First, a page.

- At the money calls with a longer term expiration date are trading at $4. You buy 1 contract at a cost of $400. This is Leg C.
- At the money puts with a longer term expiration date are trading at $4. You buy 1 contract at a cost of $400. This is Leg D.
- Your total credit is $400, while the total cost is $800. This results in a net debit of $400.
Potential Profits & Losses
The ideal scenario here is that the price of the underlying security doesn't move at all by the time the options written in Legs A and B expire. This would mean they expire at the money, and worthless. The ones bought in Legs C and D will also be at the money, but they will still have time value remaining.
The profit at this point is made because of the effects of time decay, and the fact that that near term options lose time value at a faster rate than longer term options. By the time the options written in Legs A and B expire, and assuming the underlying security hasn't moved in price, the combined value of the options bought in Legs C and D should be greater than the initial net debit.
The maximum profit you can make at this point depends on exactly how time decay has affected the price of the options written. You can theoretically forecast what this effect will be by using the Black Scholes Options Pricing Model, although you cannot necessarily rely on that to be 100% accurate.
You may also make a profit if the price of the underlying security has moved a little in either direction, but you will lose money if it moves substantially either up or down. The maximum loss is limited to the net debit, because any liabilities incurred from the written options will be covered by the owned options.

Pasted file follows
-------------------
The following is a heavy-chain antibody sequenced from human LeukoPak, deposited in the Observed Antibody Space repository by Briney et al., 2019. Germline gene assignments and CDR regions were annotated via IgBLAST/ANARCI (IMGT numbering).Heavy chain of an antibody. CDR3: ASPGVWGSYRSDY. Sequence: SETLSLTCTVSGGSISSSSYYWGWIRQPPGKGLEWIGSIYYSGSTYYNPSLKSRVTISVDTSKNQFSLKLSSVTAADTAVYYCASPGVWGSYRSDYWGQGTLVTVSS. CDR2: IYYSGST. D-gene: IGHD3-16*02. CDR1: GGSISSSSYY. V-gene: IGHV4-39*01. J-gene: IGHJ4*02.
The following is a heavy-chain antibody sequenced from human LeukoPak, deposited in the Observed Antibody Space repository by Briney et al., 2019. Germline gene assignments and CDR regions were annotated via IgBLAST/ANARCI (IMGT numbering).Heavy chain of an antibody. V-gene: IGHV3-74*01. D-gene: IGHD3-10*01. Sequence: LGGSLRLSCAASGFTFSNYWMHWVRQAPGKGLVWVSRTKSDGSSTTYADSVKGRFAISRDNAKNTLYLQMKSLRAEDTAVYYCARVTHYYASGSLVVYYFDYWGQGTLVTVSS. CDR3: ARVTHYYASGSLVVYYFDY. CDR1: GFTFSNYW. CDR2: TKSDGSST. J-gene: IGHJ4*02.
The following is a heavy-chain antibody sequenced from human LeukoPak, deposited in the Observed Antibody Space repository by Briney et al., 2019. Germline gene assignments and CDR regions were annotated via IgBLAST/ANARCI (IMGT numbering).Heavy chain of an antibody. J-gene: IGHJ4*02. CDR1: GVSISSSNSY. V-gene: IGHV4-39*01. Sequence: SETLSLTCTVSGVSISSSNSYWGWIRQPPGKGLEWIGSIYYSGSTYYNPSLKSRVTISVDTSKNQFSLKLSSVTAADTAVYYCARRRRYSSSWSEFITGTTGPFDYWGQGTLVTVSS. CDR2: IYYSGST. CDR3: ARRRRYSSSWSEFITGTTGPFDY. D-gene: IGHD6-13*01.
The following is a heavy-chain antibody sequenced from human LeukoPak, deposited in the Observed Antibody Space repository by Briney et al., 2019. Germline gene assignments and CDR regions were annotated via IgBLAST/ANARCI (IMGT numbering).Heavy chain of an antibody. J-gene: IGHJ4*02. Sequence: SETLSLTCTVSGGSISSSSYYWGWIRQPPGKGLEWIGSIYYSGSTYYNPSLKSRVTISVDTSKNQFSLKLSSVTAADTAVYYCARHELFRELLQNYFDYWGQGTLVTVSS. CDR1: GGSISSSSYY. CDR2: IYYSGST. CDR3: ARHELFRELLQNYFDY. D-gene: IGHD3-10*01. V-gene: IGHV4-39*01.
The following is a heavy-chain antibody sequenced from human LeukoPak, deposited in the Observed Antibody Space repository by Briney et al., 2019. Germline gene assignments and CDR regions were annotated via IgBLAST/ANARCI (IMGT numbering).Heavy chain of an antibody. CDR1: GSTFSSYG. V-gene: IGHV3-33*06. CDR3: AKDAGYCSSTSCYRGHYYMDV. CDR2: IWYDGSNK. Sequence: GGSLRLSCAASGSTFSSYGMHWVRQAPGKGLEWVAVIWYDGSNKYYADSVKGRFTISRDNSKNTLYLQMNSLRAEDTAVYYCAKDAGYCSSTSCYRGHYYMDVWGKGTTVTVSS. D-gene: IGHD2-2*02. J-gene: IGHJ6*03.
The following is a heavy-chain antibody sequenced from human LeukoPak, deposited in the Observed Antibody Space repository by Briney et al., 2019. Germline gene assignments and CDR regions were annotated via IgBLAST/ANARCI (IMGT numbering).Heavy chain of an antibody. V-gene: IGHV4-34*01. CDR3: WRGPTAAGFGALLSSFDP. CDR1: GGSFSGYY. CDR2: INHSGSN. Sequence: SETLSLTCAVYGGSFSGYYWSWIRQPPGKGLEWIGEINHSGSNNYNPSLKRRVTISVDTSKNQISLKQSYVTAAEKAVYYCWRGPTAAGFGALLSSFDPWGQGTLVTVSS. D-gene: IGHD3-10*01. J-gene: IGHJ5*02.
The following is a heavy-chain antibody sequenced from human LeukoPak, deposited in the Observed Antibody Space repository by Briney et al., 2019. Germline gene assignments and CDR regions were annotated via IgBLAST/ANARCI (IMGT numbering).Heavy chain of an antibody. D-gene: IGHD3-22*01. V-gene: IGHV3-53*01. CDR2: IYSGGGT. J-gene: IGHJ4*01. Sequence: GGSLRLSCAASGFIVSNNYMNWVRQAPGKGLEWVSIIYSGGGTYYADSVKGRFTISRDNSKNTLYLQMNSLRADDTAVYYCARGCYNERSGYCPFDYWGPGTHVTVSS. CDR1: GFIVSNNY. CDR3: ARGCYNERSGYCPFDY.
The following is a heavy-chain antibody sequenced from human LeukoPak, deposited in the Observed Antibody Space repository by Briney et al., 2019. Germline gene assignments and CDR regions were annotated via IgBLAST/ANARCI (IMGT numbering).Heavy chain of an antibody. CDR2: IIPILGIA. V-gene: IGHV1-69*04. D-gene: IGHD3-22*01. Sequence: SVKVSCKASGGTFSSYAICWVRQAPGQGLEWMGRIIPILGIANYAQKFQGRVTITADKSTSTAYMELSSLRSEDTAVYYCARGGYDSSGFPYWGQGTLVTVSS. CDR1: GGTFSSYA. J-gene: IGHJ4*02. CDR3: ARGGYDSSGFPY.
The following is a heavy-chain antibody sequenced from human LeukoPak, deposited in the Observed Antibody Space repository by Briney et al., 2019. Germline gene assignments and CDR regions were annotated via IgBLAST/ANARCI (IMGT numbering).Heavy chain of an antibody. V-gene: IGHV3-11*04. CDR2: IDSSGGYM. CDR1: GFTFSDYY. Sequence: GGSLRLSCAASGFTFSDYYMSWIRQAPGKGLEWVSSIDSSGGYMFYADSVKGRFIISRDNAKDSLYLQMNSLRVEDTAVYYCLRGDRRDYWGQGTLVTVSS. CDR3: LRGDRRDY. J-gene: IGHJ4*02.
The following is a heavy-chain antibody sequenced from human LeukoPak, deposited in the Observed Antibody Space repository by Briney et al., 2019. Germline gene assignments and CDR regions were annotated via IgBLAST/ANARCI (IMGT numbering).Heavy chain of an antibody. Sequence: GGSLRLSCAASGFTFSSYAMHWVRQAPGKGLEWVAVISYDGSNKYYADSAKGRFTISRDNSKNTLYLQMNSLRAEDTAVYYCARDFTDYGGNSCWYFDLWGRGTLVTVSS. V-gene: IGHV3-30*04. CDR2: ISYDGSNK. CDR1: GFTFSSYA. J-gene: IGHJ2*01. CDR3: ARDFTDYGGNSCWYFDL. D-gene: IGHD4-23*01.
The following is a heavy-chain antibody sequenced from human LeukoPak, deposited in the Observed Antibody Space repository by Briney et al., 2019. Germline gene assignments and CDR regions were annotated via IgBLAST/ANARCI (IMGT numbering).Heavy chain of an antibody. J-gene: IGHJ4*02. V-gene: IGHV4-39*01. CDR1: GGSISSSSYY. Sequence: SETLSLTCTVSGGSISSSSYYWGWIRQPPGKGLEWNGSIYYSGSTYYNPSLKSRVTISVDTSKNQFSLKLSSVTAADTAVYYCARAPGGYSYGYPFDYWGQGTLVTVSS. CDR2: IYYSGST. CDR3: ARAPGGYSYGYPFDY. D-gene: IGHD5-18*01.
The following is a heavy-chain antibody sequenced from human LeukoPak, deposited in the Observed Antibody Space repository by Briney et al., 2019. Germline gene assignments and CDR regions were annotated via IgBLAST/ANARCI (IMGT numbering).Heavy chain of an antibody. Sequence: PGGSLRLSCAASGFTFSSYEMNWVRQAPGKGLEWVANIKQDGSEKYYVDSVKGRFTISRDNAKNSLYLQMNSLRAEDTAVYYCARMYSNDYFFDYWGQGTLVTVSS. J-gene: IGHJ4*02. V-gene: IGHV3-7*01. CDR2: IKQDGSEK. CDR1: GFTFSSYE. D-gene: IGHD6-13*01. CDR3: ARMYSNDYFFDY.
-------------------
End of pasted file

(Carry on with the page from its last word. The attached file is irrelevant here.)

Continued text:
When the options in Legs A and B expire worthless, you have two choices about what to do. You could sell the options in Leg C and D, covering the cost of establishing the spread and making a profit. Your position would then be closed.
Alternatively, you can keep Legs C and D as open positions; you are now effectively left with a long straddle. If your original forecast was correct, and the underlying security is about to go through a period of volatility, then the long straddle has the potential for unlimited profits.
If at any time before the expiration date in Legs A and B, when you feel that the underlying security is about to move in price substantially, you can simply close those legs early (by buying the contracts back) and be left with the long straddle at that point.
The calendar straddle is a complex strategy, but it does have its uses in specific circumstances. It can return a profit from a period of price stability, and then be easily transformed into the long straddle if a period of volatility is expected to follow. The maximum loss is limited at any point, so the risks aren't too substantial.
The biggest disadvantage is the fact that there are four transactions involved, which can result in high commission costs. We wouldn't advise that beginners use this strategy, because there are more straightforward alternatives that would be more suitable.